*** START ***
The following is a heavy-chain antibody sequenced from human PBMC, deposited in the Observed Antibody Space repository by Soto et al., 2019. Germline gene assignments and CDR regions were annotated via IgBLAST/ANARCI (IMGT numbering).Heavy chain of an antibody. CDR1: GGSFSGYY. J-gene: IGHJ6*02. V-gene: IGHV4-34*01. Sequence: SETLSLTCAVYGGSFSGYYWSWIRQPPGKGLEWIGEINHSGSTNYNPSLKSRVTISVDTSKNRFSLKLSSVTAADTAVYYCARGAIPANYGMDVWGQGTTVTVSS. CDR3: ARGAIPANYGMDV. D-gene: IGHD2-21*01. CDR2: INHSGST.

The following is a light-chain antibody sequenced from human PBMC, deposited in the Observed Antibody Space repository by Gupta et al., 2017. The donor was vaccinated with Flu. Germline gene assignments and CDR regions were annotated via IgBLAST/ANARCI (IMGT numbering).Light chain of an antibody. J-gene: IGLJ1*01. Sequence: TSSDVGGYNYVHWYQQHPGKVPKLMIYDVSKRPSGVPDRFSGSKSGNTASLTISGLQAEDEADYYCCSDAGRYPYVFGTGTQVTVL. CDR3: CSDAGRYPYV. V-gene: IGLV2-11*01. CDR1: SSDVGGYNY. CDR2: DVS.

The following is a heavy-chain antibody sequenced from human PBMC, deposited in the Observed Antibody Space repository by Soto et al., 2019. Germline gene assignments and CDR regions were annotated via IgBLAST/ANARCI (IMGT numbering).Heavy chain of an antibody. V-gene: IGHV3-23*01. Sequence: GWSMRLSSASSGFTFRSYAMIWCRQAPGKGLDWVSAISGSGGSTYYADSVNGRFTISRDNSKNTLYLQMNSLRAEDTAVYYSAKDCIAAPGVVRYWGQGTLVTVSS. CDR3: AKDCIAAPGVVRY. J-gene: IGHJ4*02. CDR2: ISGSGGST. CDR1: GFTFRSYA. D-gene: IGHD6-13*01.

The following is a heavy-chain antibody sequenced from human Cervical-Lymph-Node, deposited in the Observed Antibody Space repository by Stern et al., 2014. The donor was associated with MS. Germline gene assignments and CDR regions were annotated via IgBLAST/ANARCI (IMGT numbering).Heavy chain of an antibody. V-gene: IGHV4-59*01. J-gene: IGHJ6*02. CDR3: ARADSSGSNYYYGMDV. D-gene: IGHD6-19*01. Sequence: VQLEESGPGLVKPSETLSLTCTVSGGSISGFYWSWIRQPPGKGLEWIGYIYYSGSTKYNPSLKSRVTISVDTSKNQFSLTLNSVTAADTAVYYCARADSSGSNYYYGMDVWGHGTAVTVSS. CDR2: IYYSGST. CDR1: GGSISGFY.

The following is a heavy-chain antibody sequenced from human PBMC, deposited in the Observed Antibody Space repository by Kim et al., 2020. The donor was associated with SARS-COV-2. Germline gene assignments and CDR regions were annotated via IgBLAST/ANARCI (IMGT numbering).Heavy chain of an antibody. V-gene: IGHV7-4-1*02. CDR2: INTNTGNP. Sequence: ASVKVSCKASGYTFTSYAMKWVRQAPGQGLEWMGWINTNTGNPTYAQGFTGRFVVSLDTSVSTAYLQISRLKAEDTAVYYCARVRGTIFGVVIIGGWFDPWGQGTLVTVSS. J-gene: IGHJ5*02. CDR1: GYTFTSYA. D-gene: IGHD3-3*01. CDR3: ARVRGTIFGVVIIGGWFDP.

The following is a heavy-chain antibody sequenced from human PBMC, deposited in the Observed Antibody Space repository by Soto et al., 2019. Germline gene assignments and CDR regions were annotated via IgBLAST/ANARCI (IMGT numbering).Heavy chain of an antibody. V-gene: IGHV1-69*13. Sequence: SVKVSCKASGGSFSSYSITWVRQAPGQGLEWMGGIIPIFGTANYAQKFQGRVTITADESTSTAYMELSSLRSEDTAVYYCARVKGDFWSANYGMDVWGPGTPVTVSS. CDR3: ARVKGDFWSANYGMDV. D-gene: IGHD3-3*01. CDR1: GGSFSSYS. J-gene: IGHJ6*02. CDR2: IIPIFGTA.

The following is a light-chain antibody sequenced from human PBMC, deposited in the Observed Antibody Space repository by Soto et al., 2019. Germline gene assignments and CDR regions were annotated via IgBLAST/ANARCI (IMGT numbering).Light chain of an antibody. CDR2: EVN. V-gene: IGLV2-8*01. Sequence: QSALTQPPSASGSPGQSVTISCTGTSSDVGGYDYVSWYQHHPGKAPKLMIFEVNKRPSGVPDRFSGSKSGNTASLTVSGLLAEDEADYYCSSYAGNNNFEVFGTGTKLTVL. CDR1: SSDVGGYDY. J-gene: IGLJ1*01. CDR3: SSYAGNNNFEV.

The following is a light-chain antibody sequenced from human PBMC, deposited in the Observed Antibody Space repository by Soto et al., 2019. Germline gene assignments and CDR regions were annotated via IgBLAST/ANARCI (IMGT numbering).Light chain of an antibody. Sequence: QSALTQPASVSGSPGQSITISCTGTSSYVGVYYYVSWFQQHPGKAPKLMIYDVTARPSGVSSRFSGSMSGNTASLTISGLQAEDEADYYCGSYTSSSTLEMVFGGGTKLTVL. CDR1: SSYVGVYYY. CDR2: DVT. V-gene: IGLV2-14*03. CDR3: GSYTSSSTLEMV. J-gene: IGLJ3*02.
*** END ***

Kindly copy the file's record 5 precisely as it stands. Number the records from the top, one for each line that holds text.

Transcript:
The following is a heavy-chain antibody sequenced from human PBMC, deposited in the Observed Antibody Space repository by Kim et al., 2020. The donor was associated with SARS-COV-2. Germline gene assignments and CDR regions were annotated via IgBLAST/ANARCI (IMGT numbering).Heavy chain of an antibody. V-gene: IGHV7-4-1*02. CDR2: INTNTGNP. Sequence: ASVKVSCKASGYTFTSYAMKWVRQAPGQGLEWMGWINTNTGNPTYAQGFTGRFVVSLDTSVSTAYLQISRLKAEDTAVYYCARVRGTIFGVVIIGGWFDPWGQGTLVTVSS. J-gene: IGHJ5*02. CDR1: GYTFTSYA. D-gene: IGHD3-3*01. CDR3: ARVRGTIFGVVIIGGWFDP.